The surprising strength of the labor market suggests an economy at the crossroads: Has the recovery finally generated enough momentum to clear obstacles like the across-the-board spending cuts known as the sequester? Or are the cuts coming at precisely the wrong time, knocking the economy off track again?
Thanks to the “fiscal cliff” deal passed by Congress earlier this year, taxes have risen for all working Americans, eating into household budgets. The sequester’s spending cuts will indiscriminately ax $85 billion from the federal budget this year. Furloughs are slated to begin next month for thousands of government employees, on top of continued decline in public-sector employment in states and cities around the country. And lawmakers still must negotiate a compromise over spending to avert a federal shutdown.
Those headwinds could have thwarted the recovery already — as they did at the end of last year when economic growth came to a standstill. Instead, the jobs data are this year’s latest example of the private sector picking up steam.
Stock markets hit a record high this week. Home prices have surged by the most in six years. American households rebuilt much of the wealth lost during the recession, which in turn is helping to boost their spending.
“Washington’s antics will not derail the expansion,” said Bernard Baumohl, chief global economist of the Economic Outlook Group. “The perennial budget fights in Washington, while irksome to most Americans, have increasingly become background noise.”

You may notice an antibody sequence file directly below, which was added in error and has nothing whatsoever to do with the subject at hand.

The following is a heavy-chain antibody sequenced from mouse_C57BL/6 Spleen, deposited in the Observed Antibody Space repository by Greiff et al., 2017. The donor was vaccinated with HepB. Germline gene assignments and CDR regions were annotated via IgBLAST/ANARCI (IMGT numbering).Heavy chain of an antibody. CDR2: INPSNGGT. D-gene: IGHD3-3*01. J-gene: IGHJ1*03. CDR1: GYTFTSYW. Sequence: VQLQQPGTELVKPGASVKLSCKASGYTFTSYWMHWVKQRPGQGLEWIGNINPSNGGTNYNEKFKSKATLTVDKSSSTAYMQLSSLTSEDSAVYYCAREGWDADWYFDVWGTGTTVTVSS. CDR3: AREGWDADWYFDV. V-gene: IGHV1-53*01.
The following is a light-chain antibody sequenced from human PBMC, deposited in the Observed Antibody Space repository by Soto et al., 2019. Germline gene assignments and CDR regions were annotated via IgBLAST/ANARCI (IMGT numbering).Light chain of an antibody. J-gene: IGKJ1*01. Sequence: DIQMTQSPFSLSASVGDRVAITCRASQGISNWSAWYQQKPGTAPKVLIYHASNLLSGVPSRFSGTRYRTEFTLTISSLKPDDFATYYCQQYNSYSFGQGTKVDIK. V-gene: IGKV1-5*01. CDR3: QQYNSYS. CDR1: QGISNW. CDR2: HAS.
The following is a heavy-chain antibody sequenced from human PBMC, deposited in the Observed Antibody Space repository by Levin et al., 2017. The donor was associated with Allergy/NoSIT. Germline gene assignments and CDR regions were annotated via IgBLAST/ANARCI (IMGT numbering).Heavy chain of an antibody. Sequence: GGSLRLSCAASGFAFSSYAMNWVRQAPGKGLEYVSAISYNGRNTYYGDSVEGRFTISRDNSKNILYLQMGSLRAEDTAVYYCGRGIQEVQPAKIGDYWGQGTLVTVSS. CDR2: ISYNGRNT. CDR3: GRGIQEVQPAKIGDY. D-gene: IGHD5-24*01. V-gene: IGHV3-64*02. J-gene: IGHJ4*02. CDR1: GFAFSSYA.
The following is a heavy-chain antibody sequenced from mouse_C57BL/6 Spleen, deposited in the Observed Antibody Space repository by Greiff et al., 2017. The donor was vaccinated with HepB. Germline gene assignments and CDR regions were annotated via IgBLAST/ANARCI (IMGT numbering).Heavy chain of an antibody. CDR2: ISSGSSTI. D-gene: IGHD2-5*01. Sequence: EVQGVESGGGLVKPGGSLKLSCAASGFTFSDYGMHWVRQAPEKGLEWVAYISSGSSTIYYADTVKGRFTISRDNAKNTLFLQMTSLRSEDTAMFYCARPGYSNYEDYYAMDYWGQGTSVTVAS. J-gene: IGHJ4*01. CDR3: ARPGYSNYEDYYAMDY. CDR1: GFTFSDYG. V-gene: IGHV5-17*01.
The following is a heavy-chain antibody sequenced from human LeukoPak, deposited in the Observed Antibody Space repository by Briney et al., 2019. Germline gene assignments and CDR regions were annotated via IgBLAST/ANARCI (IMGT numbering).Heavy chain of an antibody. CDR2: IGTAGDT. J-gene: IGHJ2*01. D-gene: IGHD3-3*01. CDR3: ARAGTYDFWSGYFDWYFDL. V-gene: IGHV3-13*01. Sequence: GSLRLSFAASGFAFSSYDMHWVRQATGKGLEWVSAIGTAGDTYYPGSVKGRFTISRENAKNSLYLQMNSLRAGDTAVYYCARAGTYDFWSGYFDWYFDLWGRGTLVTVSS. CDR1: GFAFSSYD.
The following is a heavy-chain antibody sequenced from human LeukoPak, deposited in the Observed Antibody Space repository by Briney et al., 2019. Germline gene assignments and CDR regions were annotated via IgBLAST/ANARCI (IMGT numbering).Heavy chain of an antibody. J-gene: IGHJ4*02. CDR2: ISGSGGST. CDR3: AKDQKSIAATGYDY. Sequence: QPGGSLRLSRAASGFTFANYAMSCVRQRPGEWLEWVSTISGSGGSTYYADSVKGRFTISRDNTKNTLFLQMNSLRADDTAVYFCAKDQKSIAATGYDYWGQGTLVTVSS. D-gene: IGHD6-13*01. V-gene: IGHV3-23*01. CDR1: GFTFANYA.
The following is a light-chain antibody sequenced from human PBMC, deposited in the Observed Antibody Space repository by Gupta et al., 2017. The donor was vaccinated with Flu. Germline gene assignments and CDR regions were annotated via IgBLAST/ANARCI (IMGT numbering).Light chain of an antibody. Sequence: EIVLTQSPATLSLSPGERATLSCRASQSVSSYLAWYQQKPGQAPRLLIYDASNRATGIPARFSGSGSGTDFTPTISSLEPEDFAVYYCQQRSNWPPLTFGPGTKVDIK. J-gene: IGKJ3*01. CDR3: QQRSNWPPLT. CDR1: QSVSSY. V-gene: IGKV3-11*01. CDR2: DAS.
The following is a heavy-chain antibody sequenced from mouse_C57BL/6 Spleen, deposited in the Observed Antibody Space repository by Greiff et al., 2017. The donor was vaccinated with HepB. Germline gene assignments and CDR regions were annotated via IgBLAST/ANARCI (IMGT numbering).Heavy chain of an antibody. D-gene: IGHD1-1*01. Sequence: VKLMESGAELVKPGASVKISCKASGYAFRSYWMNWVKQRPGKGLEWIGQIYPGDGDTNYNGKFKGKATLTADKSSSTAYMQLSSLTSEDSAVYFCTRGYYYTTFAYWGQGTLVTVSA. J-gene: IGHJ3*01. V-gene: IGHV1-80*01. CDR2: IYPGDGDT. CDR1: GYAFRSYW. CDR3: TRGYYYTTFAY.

In some respects, the resolution of the fiscal cliff and impending sequester actually could be viewed as helping the recovery: They help remove the uncertainty over taxes and government spending that businesses say have been clouding their decisions.
An index tracking that uncertainty, created by economists at Stanford and the University of Chicago, is at one of its lowest points since the recession ended. That means employers have the clearest picture in years of their economic environment, which should help them make critical decisions about staffing.
“The perceived unpredictability of policy may now be passing, with firms getting back to hiring and investment,” said Stanford economics professor Nicholas Bloom, one of the creators of the index. “My guess is this is the turning point of the five-year era of roller-coaster policy, with growth finally restarting.”
Friday’s jobs report was heralded for showing broad-based growth in the private sector. High-skilled professional jobs increased by 73,000, while the retail industry added 24,000 workers. Even Hollywood helped, boosting hiring in the information industry by 20,000.